HARRY POTTER SAGA ENDS WITH A BANG
ALMOST 10 years after the cinema release of Harry Potter And The Philosopher’s Stone, the most financially successful film franchise in history reaches its tragic and spectacular conclusion. Millions of readers, who nervously turned the pages of JK Rowling’s final tome in summer 2007, already know the narrative twists that lie ahead for Harry (Radcliffe), Ron (Grint) and Hermione (Watson). There may be no dramatic tension but that’s of little consequence to ardent fans because David Yates’s hugely entertaining adaptation of Harry Potter And The Deathly Hallows: Part 2 bids fond farewell to characters we have grown to love, and who have literally grown up before our eyes. Certainly, the eighth film has its niggles. The final chapter rests heavily on the shoulders of Radcliffe and while he has improved as an actor, he still doesn’t possess the emotional range or vulnerability to provide a strong emotional connection to Harry’s grief. Watson and Grint shine in their few scenes including that longawaited kiss, and both sob convincingly as their teenage wizards come to terms with the enormity of their loss. The ticket levy for 3D coupled with our nostalgia will ensure that Harry Potter And The Deathly Hallows: Part 2 becomes the most successful film of the long-running saga. And it brings down the curtain in style. The film opens with Voldemort (Fiennes) stealing the powerful Elder Wand from Dumbledore’s grave, which he will use to slay Harry. Dastardly acolytes Bellatrix Lestrange (Bonham Carter) and Lucius Malfoy (Isaacs) press forward with their diabolical plans, while Severus Snape (Rickman) fills the vacant post of headmaster at Hogwarts, which is encircled by Dementors. Elsewhere, Harry, Ron and Hermione continue their mission to track down the final Horcruxes, which contain fragments of Voldemort’s blackened soul.
“Long-awaited kissing scene”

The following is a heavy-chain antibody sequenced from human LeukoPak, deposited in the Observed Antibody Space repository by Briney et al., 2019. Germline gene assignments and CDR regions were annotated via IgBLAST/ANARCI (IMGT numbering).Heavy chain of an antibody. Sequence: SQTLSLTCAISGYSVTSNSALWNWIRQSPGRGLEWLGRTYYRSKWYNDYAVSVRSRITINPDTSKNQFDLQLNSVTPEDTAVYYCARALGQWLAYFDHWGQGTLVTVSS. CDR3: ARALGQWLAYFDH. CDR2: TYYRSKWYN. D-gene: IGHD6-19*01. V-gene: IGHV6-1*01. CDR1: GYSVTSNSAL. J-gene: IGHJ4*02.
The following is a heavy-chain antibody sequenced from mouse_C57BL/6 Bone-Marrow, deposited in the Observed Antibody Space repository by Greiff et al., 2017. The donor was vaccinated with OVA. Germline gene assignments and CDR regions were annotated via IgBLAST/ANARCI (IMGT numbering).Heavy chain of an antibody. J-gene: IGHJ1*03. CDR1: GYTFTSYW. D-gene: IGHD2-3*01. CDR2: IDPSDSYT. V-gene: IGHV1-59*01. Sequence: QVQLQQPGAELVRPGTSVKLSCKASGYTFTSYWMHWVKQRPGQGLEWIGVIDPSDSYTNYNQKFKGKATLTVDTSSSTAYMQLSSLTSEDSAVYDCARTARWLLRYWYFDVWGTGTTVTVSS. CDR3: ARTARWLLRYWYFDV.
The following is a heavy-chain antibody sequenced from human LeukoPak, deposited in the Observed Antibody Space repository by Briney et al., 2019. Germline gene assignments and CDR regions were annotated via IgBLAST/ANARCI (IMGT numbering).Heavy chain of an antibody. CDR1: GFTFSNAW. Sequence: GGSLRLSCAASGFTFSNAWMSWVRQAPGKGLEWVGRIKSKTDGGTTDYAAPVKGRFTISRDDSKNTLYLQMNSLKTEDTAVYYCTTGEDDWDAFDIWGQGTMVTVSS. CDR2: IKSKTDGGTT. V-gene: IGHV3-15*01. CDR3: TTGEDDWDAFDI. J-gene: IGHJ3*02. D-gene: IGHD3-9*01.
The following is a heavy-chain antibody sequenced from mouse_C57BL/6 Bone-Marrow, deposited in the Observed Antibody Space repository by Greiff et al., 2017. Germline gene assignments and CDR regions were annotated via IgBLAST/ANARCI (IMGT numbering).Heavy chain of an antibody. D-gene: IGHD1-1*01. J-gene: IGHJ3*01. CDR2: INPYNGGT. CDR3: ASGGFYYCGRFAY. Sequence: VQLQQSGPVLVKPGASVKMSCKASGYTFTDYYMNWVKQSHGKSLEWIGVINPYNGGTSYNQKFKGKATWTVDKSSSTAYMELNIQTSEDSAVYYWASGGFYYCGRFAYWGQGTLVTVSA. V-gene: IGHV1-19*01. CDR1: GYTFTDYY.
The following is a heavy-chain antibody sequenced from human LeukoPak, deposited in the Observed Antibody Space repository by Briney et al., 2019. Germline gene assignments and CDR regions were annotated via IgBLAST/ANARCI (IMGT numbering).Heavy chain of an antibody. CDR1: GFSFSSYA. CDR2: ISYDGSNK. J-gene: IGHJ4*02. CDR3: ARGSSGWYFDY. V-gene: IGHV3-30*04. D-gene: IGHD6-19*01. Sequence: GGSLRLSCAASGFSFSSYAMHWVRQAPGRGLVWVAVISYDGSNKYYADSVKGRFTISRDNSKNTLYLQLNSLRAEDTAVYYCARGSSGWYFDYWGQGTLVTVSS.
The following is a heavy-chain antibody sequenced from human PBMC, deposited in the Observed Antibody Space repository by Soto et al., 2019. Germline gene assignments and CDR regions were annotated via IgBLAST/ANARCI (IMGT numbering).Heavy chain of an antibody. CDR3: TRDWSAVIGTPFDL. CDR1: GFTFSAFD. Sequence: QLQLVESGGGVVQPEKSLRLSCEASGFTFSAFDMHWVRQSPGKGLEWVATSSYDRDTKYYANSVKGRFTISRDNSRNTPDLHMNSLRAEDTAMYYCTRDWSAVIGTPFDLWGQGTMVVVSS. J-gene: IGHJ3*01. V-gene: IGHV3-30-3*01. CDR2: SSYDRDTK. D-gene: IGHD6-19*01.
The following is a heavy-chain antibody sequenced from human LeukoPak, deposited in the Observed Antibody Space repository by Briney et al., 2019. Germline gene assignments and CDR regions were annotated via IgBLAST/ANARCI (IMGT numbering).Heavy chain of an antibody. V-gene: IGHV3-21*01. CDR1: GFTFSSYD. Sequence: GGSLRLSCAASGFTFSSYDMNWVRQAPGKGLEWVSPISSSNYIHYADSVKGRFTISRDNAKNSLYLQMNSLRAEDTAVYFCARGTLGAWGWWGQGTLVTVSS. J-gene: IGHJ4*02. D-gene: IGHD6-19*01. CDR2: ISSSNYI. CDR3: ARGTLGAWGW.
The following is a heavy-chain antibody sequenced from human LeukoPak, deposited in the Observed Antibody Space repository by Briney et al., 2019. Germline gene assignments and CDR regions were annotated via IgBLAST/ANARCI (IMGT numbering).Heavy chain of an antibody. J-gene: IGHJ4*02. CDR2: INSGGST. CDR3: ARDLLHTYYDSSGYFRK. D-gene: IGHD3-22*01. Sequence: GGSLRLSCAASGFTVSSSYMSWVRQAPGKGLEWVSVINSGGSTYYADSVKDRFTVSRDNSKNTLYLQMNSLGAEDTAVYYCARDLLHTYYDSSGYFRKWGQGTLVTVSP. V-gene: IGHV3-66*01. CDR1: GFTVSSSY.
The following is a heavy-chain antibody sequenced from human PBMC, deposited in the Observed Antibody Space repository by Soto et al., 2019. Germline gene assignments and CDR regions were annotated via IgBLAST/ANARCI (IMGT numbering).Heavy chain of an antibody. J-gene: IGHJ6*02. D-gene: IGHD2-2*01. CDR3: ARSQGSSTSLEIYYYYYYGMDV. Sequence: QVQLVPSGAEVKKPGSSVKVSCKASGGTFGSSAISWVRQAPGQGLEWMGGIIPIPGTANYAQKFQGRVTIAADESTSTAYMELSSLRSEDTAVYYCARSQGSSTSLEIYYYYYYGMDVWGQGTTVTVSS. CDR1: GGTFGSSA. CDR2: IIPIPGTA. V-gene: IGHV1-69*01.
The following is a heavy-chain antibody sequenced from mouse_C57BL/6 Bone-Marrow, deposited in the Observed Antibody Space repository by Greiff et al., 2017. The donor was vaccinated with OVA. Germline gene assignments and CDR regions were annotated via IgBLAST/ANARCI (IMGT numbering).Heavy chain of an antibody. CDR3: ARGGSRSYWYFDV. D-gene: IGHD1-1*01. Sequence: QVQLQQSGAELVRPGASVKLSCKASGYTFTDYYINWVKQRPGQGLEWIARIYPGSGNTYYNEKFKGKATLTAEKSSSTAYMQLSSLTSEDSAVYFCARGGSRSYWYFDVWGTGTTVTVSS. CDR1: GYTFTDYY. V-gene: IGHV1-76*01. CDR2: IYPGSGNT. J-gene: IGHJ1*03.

leads to Hogwarts where fellow students Neville Longbottom (Lewis), Luna Lovegood (Lynch) and Ginny Weasley (Wright) are ready to lay down their lives to protect Harry from Death Eaters including Draco Malfoy (Felton) and his Slytherin sidekicks. Harry Potter And The Deathly Hallows: Part 2 builds relentlessly to the final battle at Hogwarts, which is brilliantly realised with a seamless conflation of live action and dazzling digital trickery. There are echoes of The Battle of Helm’s Deep in The Lord Of The Rings: The Two Towers as the forces of darkness breach the school’s walls with horrific intent. An attempted break-in at Gringotts Wizarding Bank introduces the blind dragon which guards the Lestrange
Vault and the search for Rowena Ravenclaw’s lost diadem in the Room of Requirement is similarly thrilling. Aside from the central trio, the third film belongs to Lewis as heroic Neville and to Rickman’s treacherous teacher, whose tragic history is revealed in a
heartbreaking Pensieve flashback. The coda, taken directly from Rowling’s book, is an unintentionally hilarious misstep courtesy of unconvincing ageing make-up. Giggles aside, there will be few dry eyes when the end credits roll.
MAGICAL: Harry (Radcliffe) and Hermione (Emma Watson). SPELLBINDING: Daniel Radcliffe as Harry Potter.